Since this is a rare Sunday post from me here at Meanwhile, at the Manse – I usually give myself Sundays off, treating Sunday as the day of rest that it was in the Christian tradition in which I was raised in this very house – I thought I might deal with a Sunday kind of topic. As so often happens, it has been inspired by a chance discovery I made a while back here in central Hastings County.
The church that Raymond and I attend, St. Andrew’s United right here in Queensborough (where my dad was the minister when I was growing up here), has a shared-ministry arrangement with two other churches, St. John’s United in Tweed, and Bethesda United in the hamlet of White Lake, just south of Madoc. (You can read about that arrangement here, if you’re interested.) Whenever there is a fifth Sunday in the month, we hold a joint service at one of the churches, which gives us a chance to worship in a different place and see friends from those other churches. One recent Sunday that joint service was at Bethesda, and so I hied myself off to that pretty and historic little church.
At Bethesda they use older hymn books than we do at St. Andrew’s – one of them being The Hymn Book, which was published jointly by the United Church of Canada and the Anglican Church of Canada back in 1971, when the two national churches were considering an amalgamation that was eventually called off. I have always liked this hymnal very much; its hymn selection is elegant and wide-ranging, traditional but with some interesting and challenging pieces thrown in. (As well, it was the hymnal in use throughout the United Church when I was a young teenager singing in the choir at St. Andrew’s, and I suspect that everything from one’s happy teenage years, even hymn books, seem special.)
Anyway. When I opened my pew copy of the The Hymn Book for one of the hymns that Sunday at Bethesda United, I was interested and touched to see (thanks to a bookplate inside the front cover) that it had originally been used at Eldorado United Church, where my father had been the minister. The bookplate notes that this hymnal (and probably several others) had been given to Eldorado United by the Sandford family in memory of the Sandford and Franks families:
Sadly, Eldorado United closed a few years back; I suppose its congregation must have chosen to donate its hymn books to Bethesda as a congregation that was still active.
I was delighted to be holding in my hand a hymn book that, for all I know, I had once held in my hand as a much younger person standing in the pews at Eldorado United.
And I was also delighted to read once again the United Church Creed, pasted (rather crookedly, and I’ll get to that in a bit) onto the right-hand page inside the cover:
That creed was adopted by the church in 1968, and I have always considered it to be a splendid and poetically, pithily written statement of Christian belief. (In this I am not alone; I know that churches of various denominations all over the world include this United Church of Canada creed among their own statements of faith. Hey, did you know that the word “creed” comes from the Latin “credo,” meaning “I believe”? So a “creed” is simply a statement of what ones believes.)
The original version of “The Creed,” as we called it back then, has since been altered a bit to get rid of the male-centric language: “Man is not alone” has been replaced, sensibly, with “We are not alone;” “the true Man, Jesus” is now “Jesus, the Word made flesh;” and so on. And one line has been added, again I think sensibly: in the part that starts with “He calls us to be his church” (now changed to “We are called to be the Church”), “to live with respect in Creation” is added in between “to celebrate his (now ‘God’s’) presence” and the timeless “to love and serve others.”:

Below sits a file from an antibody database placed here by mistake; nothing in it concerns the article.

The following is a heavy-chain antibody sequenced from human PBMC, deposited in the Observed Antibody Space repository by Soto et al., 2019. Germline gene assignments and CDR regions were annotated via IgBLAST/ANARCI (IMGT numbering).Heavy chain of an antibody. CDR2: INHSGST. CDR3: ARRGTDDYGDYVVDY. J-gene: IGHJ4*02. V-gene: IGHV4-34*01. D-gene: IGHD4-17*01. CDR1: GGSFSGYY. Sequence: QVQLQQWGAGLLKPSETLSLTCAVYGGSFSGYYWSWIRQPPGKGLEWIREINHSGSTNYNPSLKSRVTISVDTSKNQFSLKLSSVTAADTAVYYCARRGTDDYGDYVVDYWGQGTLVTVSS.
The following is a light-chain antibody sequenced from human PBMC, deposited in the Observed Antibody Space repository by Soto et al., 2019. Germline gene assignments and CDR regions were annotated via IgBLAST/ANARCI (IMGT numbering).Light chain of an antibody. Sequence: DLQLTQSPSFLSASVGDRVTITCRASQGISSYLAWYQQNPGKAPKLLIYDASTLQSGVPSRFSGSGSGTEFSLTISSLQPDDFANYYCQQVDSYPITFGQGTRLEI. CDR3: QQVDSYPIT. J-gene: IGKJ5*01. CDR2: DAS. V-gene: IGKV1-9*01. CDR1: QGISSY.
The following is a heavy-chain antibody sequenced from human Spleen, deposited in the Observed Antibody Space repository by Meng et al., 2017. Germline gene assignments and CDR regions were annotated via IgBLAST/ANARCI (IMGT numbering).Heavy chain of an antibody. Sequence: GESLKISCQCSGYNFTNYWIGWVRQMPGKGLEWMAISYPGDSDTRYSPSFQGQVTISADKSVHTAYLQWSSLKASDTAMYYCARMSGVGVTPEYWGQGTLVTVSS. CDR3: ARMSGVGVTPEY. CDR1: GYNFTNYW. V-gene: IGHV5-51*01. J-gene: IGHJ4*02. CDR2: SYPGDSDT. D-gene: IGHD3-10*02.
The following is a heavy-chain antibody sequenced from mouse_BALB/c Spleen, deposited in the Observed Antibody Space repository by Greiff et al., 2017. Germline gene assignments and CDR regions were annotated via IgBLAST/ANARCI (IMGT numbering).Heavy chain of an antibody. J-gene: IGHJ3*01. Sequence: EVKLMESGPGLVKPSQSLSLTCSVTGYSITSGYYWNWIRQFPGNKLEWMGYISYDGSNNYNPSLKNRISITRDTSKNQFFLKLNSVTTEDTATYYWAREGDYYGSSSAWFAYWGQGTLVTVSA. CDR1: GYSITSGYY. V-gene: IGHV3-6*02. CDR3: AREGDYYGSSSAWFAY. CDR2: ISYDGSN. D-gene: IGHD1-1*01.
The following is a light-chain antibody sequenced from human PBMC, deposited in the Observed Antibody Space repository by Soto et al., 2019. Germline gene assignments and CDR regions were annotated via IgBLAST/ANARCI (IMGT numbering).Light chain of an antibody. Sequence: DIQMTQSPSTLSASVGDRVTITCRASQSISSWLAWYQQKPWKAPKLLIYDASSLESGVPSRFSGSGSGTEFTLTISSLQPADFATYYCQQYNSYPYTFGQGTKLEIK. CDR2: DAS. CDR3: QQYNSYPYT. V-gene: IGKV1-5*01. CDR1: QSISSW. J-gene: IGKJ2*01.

But aside from the happy reminder of that well-written statement of faith which came into being during my childhood years at the Manse, another memory came into my head as I looked at the United Church Creed pasted into that copy of The Hymn Book. And it was this: I probably pasted it there!
Flooding back came a dim memory of my dad, The Rev. Wendell Sedgwick, enlisting my sister and brothers and me to stick those copies of the Creed into the hymn books in use at St. Andrew’s and Eldorado United churches. And here’s the best part: I am fairly sure that we had to lick each one to make it stick! That is, I know that they were sticky on the back when moistened; but was there anything resembling a sponge or some such to moisten them? Why, who needed that, when you had four little kids who were good at doing as they were told, and would probably enjoy the adventure of licking a hundred or so (maybe more!) bookplates and sticking them into hymn books?
That was so like my dad: make good use of the ready and willing labour at hand. And really, what’s wrong with that?
When I saw my sister Melanie the other evening – we were celebrating my mum‘s birthday with her – I showed her the picture of the rather crookedly-pasted Creed and asked her if she remembered licking and sticking them in. She cast her mind back, and her recollection was a little fuzzy like mine, but – she did!
Hey, maybe the reason our memory of it is fuzzy is because of the chemicals we ingested from licking those bookplates…
But you know, those were good times. Heady times. The late 1960s! The United Church of Canada, the largest Protestant denomination in the country, had come up with a truly great statement of faith. My dad, a great rural minister (if I do say so myself) was keen to share it. We kids – Melanie, John, Ken and myself – were always up for a project if Dad put us on it. Even if it meant a lot of licking and sticking – and even though the sticking may not always have been very straight or very square.
What a gift it was to be reminded of all of that, completely unexpectedly, when I opened my Hymn Book at Bethesda United Church that recent Sunday.
What a gift.